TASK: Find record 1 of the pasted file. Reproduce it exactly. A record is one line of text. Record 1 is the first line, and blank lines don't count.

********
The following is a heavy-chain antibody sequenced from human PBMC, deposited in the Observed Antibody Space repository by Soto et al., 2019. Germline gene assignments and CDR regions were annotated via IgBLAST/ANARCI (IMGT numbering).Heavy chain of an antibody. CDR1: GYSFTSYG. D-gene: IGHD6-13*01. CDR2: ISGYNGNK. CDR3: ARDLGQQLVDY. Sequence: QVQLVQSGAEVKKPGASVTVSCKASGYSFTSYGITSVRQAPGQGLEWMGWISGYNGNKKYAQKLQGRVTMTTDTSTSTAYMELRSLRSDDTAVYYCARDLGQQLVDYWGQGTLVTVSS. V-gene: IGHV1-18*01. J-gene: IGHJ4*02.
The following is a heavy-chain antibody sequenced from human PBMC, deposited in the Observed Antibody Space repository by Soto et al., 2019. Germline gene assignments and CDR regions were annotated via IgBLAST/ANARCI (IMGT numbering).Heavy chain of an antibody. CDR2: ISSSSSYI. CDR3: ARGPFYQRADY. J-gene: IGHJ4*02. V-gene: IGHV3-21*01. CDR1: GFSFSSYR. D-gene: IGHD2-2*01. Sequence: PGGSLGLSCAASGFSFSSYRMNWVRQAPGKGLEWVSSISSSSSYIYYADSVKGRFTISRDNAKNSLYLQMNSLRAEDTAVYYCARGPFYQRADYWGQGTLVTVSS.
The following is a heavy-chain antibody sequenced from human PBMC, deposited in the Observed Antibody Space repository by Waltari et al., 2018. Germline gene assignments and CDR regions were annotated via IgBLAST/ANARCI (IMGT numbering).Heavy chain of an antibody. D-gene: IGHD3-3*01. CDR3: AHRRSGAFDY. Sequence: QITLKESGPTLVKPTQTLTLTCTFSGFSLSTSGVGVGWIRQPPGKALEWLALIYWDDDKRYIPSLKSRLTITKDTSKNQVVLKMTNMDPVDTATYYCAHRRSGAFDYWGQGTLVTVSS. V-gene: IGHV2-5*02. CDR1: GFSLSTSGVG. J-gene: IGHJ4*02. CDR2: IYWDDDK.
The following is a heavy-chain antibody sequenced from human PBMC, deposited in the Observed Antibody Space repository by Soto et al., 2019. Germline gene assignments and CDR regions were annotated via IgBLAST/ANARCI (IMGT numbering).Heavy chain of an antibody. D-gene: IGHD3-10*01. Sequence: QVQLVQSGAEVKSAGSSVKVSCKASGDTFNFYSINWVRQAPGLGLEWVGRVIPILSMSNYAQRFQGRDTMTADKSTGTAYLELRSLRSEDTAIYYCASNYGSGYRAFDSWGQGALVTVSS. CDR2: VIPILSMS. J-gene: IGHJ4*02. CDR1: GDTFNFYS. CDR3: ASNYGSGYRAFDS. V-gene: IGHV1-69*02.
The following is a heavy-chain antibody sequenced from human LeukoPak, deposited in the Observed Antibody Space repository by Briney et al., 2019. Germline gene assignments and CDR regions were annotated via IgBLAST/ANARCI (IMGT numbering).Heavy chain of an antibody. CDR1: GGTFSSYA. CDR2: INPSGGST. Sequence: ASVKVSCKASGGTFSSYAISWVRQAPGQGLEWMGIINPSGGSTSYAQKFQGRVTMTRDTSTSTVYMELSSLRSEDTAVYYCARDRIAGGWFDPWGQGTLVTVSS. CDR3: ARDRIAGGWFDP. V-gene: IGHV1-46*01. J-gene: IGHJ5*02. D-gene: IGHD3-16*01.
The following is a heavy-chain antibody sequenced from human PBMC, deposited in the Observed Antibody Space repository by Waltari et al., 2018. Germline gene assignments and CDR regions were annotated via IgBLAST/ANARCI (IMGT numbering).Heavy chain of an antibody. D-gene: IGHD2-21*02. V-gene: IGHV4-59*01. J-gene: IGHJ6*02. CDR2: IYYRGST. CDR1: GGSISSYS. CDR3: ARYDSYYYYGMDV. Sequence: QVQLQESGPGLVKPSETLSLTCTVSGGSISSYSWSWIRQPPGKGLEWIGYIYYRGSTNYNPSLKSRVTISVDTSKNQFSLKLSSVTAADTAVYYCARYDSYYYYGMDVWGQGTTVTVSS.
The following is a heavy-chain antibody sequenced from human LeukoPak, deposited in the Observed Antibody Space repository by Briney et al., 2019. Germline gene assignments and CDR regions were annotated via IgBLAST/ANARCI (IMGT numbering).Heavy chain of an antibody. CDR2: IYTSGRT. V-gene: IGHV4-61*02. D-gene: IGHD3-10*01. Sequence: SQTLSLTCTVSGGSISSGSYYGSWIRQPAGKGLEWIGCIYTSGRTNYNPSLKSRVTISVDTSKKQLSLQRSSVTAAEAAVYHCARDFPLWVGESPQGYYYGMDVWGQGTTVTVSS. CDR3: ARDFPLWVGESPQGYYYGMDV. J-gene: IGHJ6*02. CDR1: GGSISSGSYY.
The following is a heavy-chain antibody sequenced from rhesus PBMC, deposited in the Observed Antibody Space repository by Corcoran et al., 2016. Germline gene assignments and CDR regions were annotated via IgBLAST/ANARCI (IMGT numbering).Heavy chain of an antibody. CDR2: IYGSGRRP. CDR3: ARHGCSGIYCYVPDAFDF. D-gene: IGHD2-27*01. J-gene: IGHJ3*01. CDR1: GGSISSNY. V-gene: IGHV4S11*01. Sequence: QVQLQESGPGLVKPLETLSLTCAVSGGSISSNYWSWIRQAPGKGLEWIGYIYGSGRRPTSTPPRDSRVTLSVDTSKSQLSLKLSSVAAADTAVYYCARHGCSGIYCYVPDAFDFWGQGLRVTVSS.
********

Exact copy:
The following is a heavy-chain antibody sequenced from human PBMC, deposited in the Observed Antibody Space repository by Soto et al., 2019. Germline gene assignments and CDR regions were annotated via IgBLAST/ANARCI (IMGT numbering).Heavy chain of an antibody. CDR1: GYSFTSYG. D-gene: IGHD6-13*01. CDR2: ISGYNGNK. CDR3: ARDLGQQLVDY. Sequence: QVQLVQSGAEVKKPGASVTVSCKASGYSFTSYGITSVRQAPGQGLEWMGWISGYNGNKKYAQKLQGRVTMTTDTSTSTAYMELRSLRSDDTAVYYCARDLGQQLVDYWGQGTLVTVSS. V-gene: IGHV1-18*01. J-gene: IGHJ4*02.